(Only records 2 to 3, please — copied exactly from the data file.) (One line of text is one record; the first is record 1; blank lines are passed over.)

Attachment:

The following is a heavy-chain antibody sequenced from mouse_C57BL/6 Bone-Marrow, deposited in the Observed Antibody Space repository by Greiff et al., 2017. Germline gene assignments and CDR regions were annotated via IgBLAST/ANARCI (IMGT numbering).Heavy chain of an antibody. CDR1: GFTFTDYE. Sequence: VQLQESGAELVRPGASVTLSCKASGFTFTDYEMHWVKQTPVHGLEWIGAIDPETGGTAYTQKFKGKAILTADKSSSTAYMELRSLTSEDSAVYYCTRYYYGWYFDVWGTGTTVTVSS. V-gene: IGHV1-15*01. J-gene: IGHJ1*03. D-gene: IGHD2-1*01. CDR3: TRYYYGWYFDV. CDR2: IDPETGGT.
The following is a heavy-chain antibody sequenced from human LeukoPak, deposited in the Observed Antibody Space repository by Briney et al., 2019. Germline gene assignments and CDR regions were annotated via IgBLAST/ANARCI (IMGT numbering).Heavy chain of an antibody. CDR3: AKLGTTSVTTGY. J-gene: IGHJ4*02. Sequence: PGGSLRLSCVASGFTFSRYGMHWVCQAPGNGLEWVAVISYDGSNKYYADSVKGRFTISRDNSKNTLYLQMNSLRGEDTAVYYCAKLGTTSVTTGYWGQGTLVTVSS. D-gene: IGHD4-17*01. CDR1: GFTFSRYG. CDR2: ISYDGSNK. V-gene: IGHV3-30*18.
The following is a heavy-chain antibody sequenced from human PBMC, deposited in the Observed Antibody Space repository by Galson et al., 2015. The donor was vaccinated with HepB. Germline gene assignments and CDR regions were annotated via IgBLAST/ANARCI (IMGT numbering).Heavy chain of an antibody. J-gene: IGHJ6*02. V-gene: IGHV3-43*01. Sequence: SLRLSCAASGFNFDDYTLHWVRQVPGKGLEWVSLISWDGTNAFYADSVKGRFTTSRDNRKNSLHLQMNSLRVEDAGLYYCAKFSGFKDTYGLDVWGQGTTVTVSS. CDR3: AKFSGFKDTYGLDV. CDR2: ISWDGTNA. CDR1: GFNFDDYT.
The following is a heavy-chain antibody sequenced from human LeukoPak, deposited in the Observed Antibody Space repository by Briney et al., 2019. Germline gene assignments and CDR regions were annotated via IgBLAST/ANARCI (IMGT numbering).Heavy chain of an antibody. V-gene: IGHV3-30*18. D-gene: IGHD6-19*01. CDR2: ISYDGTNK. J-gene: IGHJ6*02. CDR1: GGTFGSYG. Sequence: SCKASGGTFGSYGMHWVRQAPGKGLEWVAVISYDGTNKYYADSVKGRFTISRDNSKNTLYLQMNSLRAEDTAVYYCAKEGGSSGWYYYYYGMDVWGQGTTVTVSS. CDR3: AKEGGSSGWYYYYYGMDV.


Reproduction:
The following is a heavy-chain antibody sequenced from human LeukoPak, deposited in the Observed Antibody Space repository by Briney et al., 2019. Germline gene assignments and CDR regions were annotated via IgBLAST/ANARCI (IMGT numbering).Heavy chain of an antibody. CDR3: AKLGTTSVTTGY. J-gene: IGHJ4*02. Sequence: PGGSLRLSCVASGFTFSRYGMHWVCQAPGNGLEWVAVISYDGSNKYYADSVKGRFTISRDNSKNTLYLQMNSLRGEDTAVYYCAKLGTTSVTTGYWGQGTLVTVSS. D-gene: IGHD4-17*01. CDR1: GFTFSRYG. CDR2: ISYDGSNK. V-gene: IGHV3-30*18.
The following is a heavy-chain antibody sequenced from human PBMC, deposited in the Observed Antibody Space repository by Galson et al., 2015. The donor was vaccinated with HepB. Germline gene assignments and CDR regions were annotated via IgBLAST/ANARCI (IMGT numbering).Heavy chain of an antibody. J-gene: IGHJ6*02. V-gene: IGHV3-43*01. Sequence: SLRLSCAASGFNFDDYTLHWVRQVPGKGLEWVSLISWDGTNAFYADSVKGRFTTSRDNRKNSLHLQMNSLRVEDAGLYYCAKFSGFKDTYGLDVWGQGTTVTVSS. CDR3: AKFSGFKDTYGLDV. CDR2: ISWDGTNA. CDR1: GFNFDDYT.